“David went to the town of Nob to see Ahimelech the priest. Ahimelech trembled when he saw him. ‘Why are you alone?’ he asked. ‘Why is no one with you?’


‘The king has sent me on a private matter,’ David said. ‘He told me not to tell anyone why I am here. I have told my men where to meet me later. Now, what is there to eat? Give me five loaves of bread or anything else you have.’


We don’t have any regular bread,’ the priest replied. ‘But there is the holy bread, which you can have if your young men have not slept with any women recently.’ 


…David asked Ahimelech, ‘Do you have a spear or sword? The king’s business was so urgent that I didn’t even have time to grab a weapon!’


‘I only have the sword of Goliath the Philistine, whom you killed in the valley of Elah,’ the priest replied. ‘It is wrapped in a cloth behind the ephod. Take that if you want it, for there is nothing else here.’


‘There is nothing like it!’ David replied. ‘Give it to me!’ So David escaped from Saul and went to King Achish of Gath.” 1 Samuel 21: 1-4, 8-10 (NLT)



David was on the run from king Saul, and he was scared of getting caught or discovered before he could get away. David had worked for the king and was known in the country for his military exploits. The priest did not expect for him to come alone, so David tried to cover for himself. He needed food and a weapon for the impending fight for his life. Ahimelech gave him food and offered him Goliath’s sword. As he carried that bronze sword with him, it would be a constant reminder of how God helped him when he defeated Goliath. Looking back at when David was going to fight Goliath, Saul had dressed him in traditional armor, but David couldn’t move in it. Goliath expected to fight someone in hand to hand combat in close proximity, but David used a different strategy with a sling and a stone from a distance. Now that Saul was chasing David, he held a sword that represented traditional armor, but David would be an outlaw fighting for his life in an nontraditional way. David had previously taken on the battle with Goliath that no one else had been willing to fight. This time, he wasn’t just remembering the lion and bear God helped him overcome. He would be forced to remember that God made him a giant slayer. The very thing he defeated equipped him for the next battle he had to face.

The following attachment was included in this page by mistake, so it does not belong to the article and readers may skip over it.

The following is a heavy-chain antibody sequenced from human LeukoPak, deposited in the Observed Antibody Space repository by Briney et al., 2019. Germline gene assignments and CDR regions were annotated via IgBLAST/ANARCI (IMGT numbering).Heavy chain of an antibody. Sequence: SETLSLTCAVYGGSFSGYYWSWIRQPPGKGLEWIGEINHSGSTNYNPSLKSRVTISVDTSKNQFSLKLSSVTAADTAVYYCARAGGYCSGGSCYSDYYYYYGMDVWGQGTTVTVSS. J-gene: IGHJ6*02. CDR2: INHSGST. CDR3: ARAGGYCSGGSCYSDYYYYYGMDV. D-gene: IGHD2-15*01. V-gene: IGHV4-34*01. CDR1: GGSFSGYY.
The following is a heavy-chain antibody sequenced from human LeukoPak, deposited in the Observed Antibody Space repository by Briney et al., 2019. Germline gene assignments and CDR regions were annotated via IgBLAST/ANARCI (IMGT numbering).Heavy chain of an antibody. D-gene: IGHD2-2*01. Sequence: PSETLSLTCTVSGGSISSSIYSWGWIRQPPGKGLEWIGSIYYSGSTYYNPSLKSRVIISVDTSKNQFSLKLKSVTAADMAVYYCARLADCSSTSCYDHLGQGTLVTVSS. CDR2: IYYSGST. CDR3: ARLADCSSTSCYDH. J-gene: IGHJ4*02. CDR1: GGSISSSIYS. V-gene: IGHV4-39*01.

We can’t allow the battles that God has given us victory in to be forgotten. The giants you defeat today will prepare you for battle tomorrow. David might have thought Goliath was the biggest fight of his life at the time. However, it would serve to prepare him for what was ahead. The battles God has won in our lives also can’t become prescriptive for what lies ahead. David wouldn’t face Goliath again, but it was preparing him to believe God for victory. Current challenges prepare us for the next steps, but they won’t necessarily be repeated in the same manner. We may think we can win if we fight a similar battle in the same way. God is equipping you and translating your experiences and victories into an arsenal to defeat the enemy’s attacks against you. Don’t let a different challenge cause you to forget how God has worked in your life. Like David, take the sword of victory from yesterday to remind you of who God is today. He is the God who slays giants, defeats enemies, and prepares you for tomorrow. God doesn’t waste anything and is equipping you to be an overcomer.

Scripture quotations marked (NLT) are taken from the Holy Bible, New Living Translation, copyright © 1996, 2004, 2007 by Tyndale House Foundation. Used by permission of Tyndale House Publishers, Inc., Carol Stream, Illinois 60188. All rights reserved. 

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About Hona Amer

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